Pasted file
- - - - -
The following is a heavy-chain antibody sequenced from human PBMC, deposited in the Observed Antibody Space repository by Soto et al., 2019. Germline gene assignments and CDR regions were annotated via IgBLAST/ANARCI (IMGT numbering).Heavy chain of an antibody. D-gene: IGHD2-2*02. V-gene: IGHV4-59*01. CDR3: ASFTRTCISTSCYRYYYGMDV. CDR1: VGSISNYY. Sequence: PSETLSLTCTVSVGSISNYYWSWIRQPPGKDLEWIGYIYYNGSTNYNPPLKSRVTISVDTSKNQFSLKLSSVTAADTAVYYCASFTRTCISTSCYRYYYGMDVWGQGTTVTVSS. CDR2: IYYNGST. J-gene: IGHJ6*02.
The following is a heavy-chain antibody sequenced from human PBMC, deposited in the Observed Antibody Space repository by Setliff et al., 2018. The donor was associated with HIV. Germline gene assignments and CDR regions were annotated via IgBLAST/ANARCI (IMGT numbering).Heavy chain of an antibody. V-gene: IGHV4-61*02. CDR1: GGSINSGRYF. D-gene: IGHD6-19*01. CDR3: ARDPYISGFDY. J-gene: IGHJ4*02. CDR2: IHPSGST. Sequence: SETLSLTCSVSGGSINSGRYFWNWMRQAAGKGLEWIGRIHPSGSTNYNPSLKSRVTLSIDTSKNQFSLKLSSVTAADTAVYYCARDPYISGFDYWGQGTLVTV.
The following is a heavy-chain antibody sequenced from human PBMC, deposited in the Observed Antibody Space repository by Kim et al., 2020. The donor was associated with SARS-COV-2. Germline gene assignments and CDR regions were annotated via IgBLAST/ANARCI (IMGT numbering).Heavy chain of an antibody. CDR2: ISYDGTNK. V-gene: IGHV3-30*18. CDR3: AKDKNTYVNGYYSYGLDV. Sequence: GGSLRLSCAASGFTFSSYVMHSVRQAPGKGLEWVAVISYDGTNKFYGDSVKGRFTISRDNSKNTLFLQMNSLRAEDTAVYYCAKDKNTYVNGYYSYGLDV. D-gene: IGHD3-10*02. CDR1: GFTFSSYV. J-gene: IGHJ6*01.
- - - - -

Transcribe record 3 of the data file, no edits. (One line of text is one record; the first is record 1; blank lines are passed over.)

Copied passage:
The following is a heavy-chain antibody sequenced from human PBMC, deposited in the Observed Antibody Space repository by Kim et al., 2020. The donor was associated with SARS-COV-2. Germline gene assignments and CDR regions were annotated via IgBLAST/ANARCI (IMGT numbering).Heavy chain of an antibody. CDR2: ISYDGTNK. V-gene: IGHV3-30*18. CDR3: AKDKNTYVNGYYSYGLDV. Sequence: GGSLRLSCAASGFTFSSYVMHSVRQAPGKGLEWVAVISYDGTNKFYGDSVKGRFTISRDNSKNTLFLQMNSLRAEDTAVYYCAKDKNTYVNGYYSYGLDV. D-gene: IGHD3-10*02. CDR1: GFTFSSYV. J-gene: IGHJ6*01.